According to the findings of a study that was carried out by Dr. John Shepard of the Mayo Clinic, it was discovered that 53 percent of pet owners who sleep with their pets have sleep disruption every single night. In addition, more than eighty percent of adults who share their beds with children report having problems getting a restful night’s sleep. Dogs and children, in particular, are notorious for taking up an excessive amount of bed space while also being poor sleepers. Keep children and pets off of your bed since each person is entitled to their own private sleeping area.
Maintain a temperate climate rather than a tropical one.
Temperatures of eighty degrees may be ideal for the beach, but they are not suitable for the bedroom in the evening. A room with a temperature that is closer to the average human body temperature is ideal for sleeping. The National Science Foundation suggests maintaining a temperature of approximately 65 degrees Fahrenheit. You can reduce the temperature of your core body, which will help you fall asleep more quickly and sleep more soundly if you strike a balance between the thermostat, the bed covers, and the clothing you wear while sleeping.
Put a stop to it
Because your brain receives cues from light to indicate that it is time to wake up, the optimal sleeping environment should be as dark as possible. Melatonin is a hormone that helps regulate sleep cycles and overall sleep. Even a small quantity of ambient light from your cell phone or computer can interrupt the generation of melatonin, which can have a negative impact on your sleep.
Your bed should only be used for sleeping.
Your bed is not a place where you should work, eat, or watch television; it is just meant for sleeping. If you find yourself awake in the middle of the night, instead of turning on your laptop or turning on the television, try meditating or reading for a while until you find yourself feeling ready to go back to sleep.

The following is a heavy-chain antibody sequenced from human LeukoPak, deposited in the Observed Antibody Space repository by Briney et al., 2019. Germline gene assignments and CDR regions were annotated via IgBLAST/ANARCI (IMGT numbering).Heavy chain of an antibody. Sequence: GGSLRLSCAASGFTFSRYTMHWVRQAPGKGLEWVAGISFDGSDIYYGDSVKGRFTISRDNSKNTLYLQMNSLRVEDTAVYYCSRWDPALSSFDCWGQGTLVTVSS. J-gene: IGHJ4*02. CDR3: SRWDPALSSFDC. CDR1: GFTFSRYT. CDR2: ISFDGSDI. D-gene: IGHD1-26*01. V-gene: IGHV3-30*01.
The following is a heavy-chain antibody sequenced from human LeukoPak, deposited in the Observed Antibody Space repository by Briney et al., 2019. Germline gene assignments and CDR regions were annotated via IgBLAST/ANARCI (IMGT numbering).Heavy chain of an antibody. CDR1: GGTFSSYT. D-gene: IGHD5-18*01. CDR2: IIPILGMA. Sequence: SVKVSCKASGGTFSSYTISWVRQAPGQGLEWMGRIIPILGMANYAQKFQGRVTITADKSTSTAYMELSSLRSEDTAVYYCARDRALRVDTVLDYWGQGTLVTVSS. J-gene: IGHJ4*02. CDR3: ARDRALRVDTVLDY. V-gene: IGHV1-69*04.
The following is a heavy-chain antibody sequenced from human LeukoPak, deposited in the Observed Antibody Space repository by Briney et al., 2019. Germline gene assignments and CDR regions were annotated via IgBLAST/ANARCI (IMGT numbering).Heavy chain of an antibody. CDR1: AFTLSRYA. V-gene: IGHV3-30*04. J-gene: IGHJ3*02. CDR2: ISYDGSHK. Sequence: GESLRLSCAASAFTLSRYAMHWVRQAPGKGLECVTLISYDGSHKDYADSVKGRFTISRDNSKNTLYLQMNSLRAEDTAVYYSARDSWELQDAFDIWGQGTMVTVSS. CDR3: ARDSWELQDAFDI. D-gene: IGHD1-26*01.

A good night’s sleep is a precious gift. If you feel as though you are not getting enough sleep or that the sleep you are getting is of poor quality, making some of these straightforward tweaks may help you have more peaceful nights.
What helps you sleep naturally?
Some people appear to benefit from melatonin, light exposure, meditation and relaxation, and yoga. Acupressure may also be beneficial. Hypnosis, acupuncture, and aromatherapy have less evidence. You might be able to improve your sleep by avoiding caffeine, alcohol, and sugar before bed.
What foods contain a lot of melatonin?
Eggs and fish are higher melatonin-containing food groups in animal foods, whereas in plant foods, nuts are with the highest content of melatonin. Some kinds of mushrooms, cereals and germinated legumes or seeds are also good dietary sources of melatonin.
What causes insomnia?
Stress is a common cause of chronic insomnia. Work, school, health, finances, or family concerns might keep your thoughts active at night, making it difficult to sleep. Insomnia can also be caused by stressful life events or trauma, such as the death or illness of a loved one, divorce, or job loss.
Which fruit is best for sleeping?
Kiwifruit is high in vitamins and minerals3, particularly vitamins C and E, as well as potassium and folate. According to some studies, eating kiwi can help you sleep better4. People who ate two kiwis one hour before bedtime fell asleep faster, slept longer, and had better sleep quality, according to one study.
Which type of tea aids in sleep?
Chamomile tea is a herbal beverage that has a gentle floral flavor and may have health advantages. It’s prepared from chamomile, a plant known for promoting sleep because to its calming properties.
- Insufficient sleep is a public health epidemic. (2014).
- Mayo Clinic Staff. (2012). Sleep apnea: Risk factors.
- Paul M. (2010). Aerobic exercise relieves insomnia.
- Sleep tips: 7 steps to better sleep. (2014).